The Zoonotic Potential of Chronic Wasting Disease—A Review
Peer reviewed, Journal article
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Original versionFoods. 2023, 12 (4), 1-20. 10.3390/foods12040824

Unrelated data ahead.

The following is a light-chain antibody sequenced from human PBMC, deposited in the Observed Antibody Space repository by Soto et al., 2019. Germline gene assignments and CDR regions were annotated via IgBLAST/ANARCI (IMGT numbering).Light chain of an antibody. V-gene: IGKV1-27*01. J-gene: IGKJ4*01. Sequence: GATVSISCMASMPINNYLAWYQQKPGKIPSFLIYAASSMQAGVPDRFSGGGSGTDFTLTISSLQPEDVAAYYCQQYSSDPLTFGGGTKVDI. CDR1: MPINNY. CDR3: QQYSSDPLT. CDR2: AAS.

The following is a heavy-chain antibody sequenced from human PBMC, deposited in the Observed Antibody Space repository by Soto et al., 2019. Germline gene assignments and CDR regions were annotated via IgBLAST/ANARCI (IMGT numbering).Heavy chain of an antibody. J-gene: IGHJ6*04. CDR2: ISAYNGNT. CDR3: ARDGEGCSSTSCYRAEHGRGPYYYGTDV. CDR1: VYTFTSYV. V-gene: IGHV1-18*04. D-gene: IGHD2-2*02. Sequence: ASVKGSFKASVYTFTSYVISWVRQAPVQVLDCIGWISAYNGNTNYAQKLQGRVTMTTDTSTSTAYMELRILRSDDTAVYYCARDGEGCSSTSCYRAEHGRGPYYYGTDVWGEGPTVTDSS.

Prion diseases are transmissible neurodegenerative disorders that affect humans and ruminant species consumed by humans. Ruminant prion diseases include bovine spongiform encephalopathy (BSE) in cattle, scrapie in sheep and goats and chronic wasting disease (CWD) in cervids. In 1996, prions causing BSE were identified as the cause of a new prion disease in humans; variant Creutzfeldt-Jakob disease (vCJD). This sparked a food safety crisis and unprecedented protective measures to reduce human exposure to livestock prions. CWD continues to spread in North America, and now affects free-ranging and/or farmed cervids in 30 US states and four Canadian provinces. The recent discovery in Europe of previously unrecognized CWD strains has further heightened concerns about CWD as a food pathogen. The escalating CWD prevalence in enzootic areas and its appearance in a new species (reindeer) and new geographical locations, increase human exposure and the risk of CWD strain adaptation to humans. No cases of human prion disease caused by CWD have been recorded, and most experimental data suggest that the zoonotic risk of CWD is very low. However, the understanding of these diseases is still incomplete (e.g., origin, transmission properties and ecology), suggesting that precautionary measures should be implemented to minimize human exposure.